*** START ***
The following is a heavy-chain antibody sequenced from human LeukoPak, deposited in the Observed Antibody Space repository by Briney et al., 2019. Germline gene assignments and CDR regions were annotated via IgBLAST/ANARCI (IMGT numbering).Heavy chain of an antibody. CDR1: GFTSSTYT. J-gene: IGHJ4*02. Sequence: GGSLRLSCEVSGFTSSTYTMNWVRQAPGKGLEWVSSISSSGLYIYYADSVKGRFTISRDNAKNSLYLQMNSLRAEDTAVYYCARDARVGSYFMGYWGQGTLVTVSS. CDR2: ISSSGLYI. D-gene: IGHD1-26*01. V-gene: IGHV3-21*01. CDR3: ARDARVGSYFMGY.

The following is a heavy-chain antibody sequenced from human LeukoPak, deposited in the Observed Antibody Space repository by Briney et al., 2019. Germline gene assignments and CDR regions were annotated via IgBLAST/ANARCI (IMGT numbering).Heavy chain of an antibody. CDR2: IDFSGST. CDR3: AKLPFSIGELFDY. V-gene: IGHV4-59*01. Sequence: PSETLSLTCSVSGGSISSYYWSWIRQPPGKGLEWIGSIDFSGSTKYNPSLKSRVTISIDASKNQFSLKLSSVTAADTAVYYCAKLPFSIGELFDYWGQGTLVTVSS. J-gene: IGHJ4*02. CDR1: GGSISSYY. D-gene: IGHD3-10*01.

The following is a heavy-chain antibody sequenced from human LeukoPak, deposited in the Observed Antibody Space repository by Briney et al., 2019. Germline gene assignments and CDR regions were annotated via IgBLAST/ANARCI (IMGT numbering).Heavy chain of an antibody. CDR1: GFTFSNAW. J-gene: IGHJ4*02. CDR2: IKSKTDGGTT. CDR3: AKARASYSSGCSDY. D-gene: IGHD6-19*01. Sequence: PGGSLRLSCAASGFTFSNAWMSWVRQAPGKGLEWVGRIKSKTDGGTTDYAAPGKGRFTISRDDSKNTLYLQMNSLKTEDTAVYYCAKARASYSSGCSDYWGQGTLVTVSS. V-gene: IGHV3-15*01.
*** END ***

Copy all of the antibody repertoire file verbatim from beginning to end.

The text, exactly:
The following is a heavy-chain antibody sequenced from human LeukoPak, deposited in the Observed Antibody Space repository by Briney et al., 2019. Germline gene assignments and CDR regions were annotated via IgBLAST/ANARCI (IMGT numbering).Heavy chain of an antibody. CDR1: GFTSSTYT. J-gene: IGHJ4*02. Sequence: GGSLRLSCEVSGFTSSTYTMNWVRQAPGKGLEWVSSISSSGLYIYYADSVKGRFTISRDNAKNSLYLQMNSLRAEDTAVYYCARDARVGSYFMGYWGQGTLVTVSS. CDR2: ISSSGLYI. D-gene: IGHD1-26*01. V-gene: IGHV3-21*01. CDR3: ARDARVGSYFMGY.

The following is a heavy-chain antibody sequenced from human LeukoPak, deposited in the Observed Antibody Space repository by Briney et al., 2019. Germline gene assignments and CDR regions were annotated via IgBLAST/ANARCI (IMGT numbering).Heavy chain of an antibody. CDR2: IDFSGST. CDR3: AKLPFSIGELFDY. V-gene: IGHV4-59*01. Sequence: PSETLSLTCSVSGGSISSYYWSWIRQPPGKGLEWIGSIDFSGSTKYNPSLKSRVTISIDASKNQFSLKLSSVTAADTAVYYCAKLPFSIGELFDYWGQGTLVTVSS. J-gene: IGHJ4*02. CDR1: GGSISSYY. D-gene: IGHD3-10*01.

The following is a heavy-chain antibody sequenced from human LeukoPak, deposited in the Observed Antibody Space repository by Briney et al., 2019. Germline gene assignments and CDR regions were annotated via IgBLAST/ANARCI (IMGT numbering).Heavy chain of an antibody. CDR1: GFTFSNAW. J-gene: IGHJ4*02. CDR2: IKSKTDGGTT. CDR3: AKARASYSSGCSDY. D-gene: IGHD6-19*01. Sequence: PGGSLRLSCAASGFTFSNAWMSWVRQAPGKGLEWVGRIKSKTDGGTTDYAAPGKGRFTISRDDSKNTLYLQMNSLKTEDTAVYYCAKARASYSSGCSDYWGQGTLVTVSS. V-gene: IGHV3-15*01.